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Rayi Rangayya Naidu Vs. Rayi Subbayya Naidu - Court Judgment

LegalCrystal Citation
SubjectCivil
CourtChennai
Decided On
Reported inAIR1936Mad706; (1936)71MLJ286
AppellantRayi Rangayya Naidu
RespondentRayi Subbayya Naidu
Cases ReferredDurga Das Nandi v. Dewraj Agarwala I.L.R.
Excerpt:
- - the petition for execution which purported to be made under order 21, rule 32, did not allege that there had been any disobedience of the injunction or indeed any act which could be construed as disobedience or failure to obey the decree passed by the court. the learned district munsiff was therefore of opinion that the petition was clearly quite unnecessary and unjustifiable and in all probability was made only to harass the counter petitioners. execution of what order it is not clearly stated......the injunction or indeed any act which could be construed as disobedience or failure to obey the decree passed by the court. there was further no allegation that the party against whom the petition was directed had an opportunity of obeying the decree. on the other hand, it was admitted in the lower courts by the petitioner that the time for enforcing the injunction had not yet arrived. it is clear from these facts that the application did not lie under order 21, rule 32, as observed by the learned district munsiff. the prayer in the petition was really not to punish the defendant for any disobedience but merely for the issue of a notice or order embodying the injunction already embodied in the decree though the decree itself was one passed in the presence of the parties against whom.....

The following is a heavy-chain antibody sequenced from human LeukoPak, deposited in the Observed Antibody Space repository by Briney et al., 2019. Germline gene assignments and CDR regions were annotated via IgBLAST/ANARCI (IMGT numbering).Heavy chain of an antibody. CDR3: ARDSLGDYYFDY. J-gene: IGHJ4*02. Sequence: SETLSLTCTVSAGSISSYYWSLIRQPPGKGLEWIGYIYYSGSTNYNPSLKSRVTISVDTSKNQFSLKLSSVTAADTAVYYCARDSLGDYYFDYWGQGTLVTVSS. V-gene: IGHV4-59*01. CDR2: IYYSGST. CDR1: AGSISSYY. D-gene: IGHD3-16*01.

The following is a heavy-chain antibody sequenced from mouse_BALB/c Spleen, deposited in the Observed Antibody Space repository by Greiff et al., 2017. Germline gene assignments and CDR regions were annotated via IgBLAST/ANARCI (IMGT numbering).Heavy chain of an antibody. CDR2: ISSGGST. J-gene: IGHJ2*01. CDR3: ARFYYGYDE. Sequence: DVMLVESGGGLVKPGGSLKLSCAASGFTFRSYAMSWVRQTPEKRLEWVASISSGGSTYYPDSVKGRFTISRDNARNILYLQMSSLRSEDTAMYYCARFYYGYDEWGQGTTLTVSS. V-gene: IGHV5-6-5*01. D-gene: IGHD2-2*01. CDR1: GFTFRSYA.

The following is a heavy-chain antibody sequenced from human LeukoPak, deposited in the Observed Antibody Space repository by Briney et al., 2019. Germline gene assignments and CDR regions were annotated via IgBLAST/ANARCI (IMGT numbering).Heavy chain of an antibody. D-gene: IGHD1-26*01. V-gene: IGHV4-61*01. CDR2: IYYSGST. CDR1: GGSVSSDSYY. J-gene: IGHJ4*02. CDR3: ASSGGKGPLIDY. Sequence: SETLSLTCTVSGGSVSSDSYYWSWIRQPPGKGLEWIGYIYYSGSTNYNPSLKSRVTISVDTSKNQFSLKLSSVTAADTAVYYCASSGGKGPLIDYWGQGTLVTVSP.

Judgment:

Pandrang Row, J.